by A.C. Crispin
Published by Bantam Publishing
Steve Almond's Rating: 4 out of 4
Ron Vitale's Rating: 2.5 out of 4
This novel concludes The Han Solo Trilogy, picking up a few months after The Hutt Gambit and covering a five year period up to the moment Han & Chewie arrive in the Mos Eisley Cantina and take a certain charter. :O)
The main storyline involves Bria (Han's ex-flame from The Paradise Snare), now a high ranking Rebel, trying to organise an assault on Ylesia to end the Hutt slave ring and eventually hiring smugglers to help out. In the meantime though, there's Han's win of the Falcon, Chewie's domestic life, Hutt clan power struggles, Corporate Sector adventures (see Brian Daley's Han Solo Adventures), Boba Fett and lots more!
This series is definitely a great lead-in to the movies and a number of the spin-off novels! Just about every aspect of Han's character in the movie trilogy can be related to events in Crispin's novel, especially his mindset during A New Hope. It all flows so nicely! The last book showed us where Boba Fett's grudge comes from, and this one explains Chewie's worries about going to see Lando in The Empire Strikes Back. Crispin handled this wonderfully! She also does a nice characterization of Jabba and his fatherly treatment of Han. And just when I thought the ending was going to be a little less climatic than I hoped, there's a nice little twist!
All in all, this trilogy is probably the best read (yes, maybe even better than Thrawn) and goes that extra mile in providing a lot of background detail.
If you ever wanted to read more about the Hutts and the inner workings of their lives, this is the book to read. Unarguably some of Crispin's strongest writing can be found in these scenes. Jabba and Durga come to life as evil Hutts who are intent of making their own agendas propel them to greater power.
A close second to the Hutt sections, are those that deal with Boba Fett. Tied in nicely throughout the book, Fett keeps popping up when you least expect him and finally we're give an insight into his morally corrupt code of honor.
Maybe the ending tied things up a little too nicely, bringing back certain minor characters from previous books, when they could just have easily been left out. Also, at some times I felt the novel was exclusively a vehicle to explain all of Han's dialogue in the movie. At least it all made sense and contributed to the overall story.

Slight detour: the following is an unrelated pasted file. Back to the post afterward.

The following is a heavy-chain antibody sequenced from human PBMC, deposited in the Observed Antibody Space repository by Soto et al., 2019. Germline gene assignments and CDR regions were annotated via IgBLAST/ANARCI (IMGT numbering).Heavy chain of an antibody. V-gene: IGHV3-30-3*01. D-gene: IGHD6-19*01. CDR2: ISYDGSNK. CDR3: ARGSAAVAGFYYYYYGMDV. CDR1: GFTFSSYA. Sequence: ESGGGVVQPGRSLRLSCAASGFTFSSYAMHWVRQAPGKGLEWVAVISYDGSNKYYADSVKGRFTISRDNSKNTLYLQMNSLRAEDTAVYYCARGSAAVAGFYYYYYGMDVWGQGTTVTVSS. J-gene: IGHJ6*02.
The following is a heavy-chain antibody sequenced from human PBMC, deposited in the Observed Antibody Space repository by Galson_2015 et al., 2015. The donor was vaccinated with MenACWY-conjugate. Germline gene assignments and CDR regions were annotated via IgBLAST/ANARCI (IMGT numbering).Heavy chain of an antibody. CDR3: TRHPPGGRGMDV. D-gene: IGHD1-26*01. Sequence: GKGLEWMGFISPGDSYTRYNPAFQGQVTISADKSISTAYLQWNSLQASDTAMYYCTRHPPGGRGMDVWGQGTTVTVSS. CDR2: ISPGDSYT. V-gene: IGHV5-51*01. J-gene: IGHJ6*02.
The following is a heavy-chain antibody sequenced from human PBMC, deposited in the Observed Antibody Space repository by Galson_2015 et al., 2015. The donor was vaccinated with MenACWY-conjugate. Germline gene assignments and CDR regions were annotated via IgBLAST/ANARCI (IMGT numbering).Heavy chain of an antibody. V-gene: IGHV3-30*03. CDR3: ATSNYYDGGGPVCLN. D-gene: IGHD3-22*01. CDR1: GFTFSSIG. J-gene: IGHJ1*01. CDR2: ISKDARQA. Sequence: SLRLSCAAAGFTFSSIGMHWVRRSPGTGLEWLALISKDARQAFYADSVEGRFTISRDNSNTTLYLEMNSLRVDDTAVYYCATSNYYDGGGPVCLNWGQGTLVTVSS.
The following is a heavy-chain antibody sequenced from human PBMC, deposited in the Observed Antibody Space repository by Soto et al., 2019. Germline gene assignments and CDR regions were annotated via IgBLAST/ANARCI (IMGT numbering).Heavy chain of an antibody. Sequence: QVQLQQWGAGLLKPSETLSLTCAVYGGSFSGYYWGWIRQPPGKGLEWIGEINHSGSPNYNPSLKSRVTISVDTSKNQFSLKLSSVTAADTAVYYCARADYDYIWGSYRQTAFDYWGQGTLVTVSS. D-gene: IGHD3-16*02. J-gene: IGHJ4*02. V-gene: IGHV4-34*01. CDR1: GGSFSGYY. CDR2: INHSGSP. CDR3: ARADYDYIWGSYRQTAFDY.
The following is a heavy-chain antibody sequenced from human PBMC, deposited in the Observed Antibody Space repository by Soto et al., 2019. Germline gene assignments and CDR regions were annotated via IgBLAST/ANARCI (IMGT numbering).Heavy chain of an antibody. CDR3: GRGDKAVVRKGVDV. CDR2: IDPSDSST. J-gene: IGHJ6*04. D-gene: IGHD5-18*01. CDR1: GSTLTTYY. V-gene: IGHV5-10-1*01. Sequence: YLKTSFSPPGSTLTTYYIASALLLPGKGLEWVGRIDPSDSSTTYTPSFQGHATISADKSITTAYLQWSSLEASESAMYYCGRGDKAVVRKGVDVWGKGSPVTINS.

I've thought about how to say this and I think I'll just put it out on the table: This novel lacks a sense of excitement. We know Han isn't going to die and understand he can't live happily ever after with Bria. Part of the problem stems from Crispin's being forced to stick to a limited plot. For example, in the middle of the book Han disappears in the Corporate Sector from p. 147 until p. 245. Except for two short "interludes" he's no where to be found. Have you ever heard of a Han Solo Trilogy without Han? Sounds weird to me. Why does this happen? Brian Daley's novels occur during this time span and we're essentially left to fill in the blanks. Trust me, it doesn't work well. Granted that this lapse in the plot isn't Crispin's fault, it does detract from the book.
I give Crispin immense credit for writing in such a restricted environment yet she is not a special effects wizard when it comes to sound effects. Her "creative" way to describe blaster bolts is "Ptchoo. Ptchoo. Ptchoo." And if I would have seen one more character fall and go "thud," I was going to take the book and throw it against the wall.
Well, I was all prepared to mention Han & Chewie in dancing girl outfits ... until I came across the "bloody, crushed ruin of flesh and brain matter" of a certain Hutt. As if Hutts weren't disgusting as it is!!
Teroenza, the t'landa Til High priest on the Ylesia colony, kills Kibbick the hutt in a rather gruesome way. Repeatedly he impales the hutt with his horn until blood is dripping everywhere. I'm glad I didn't have to clean that up.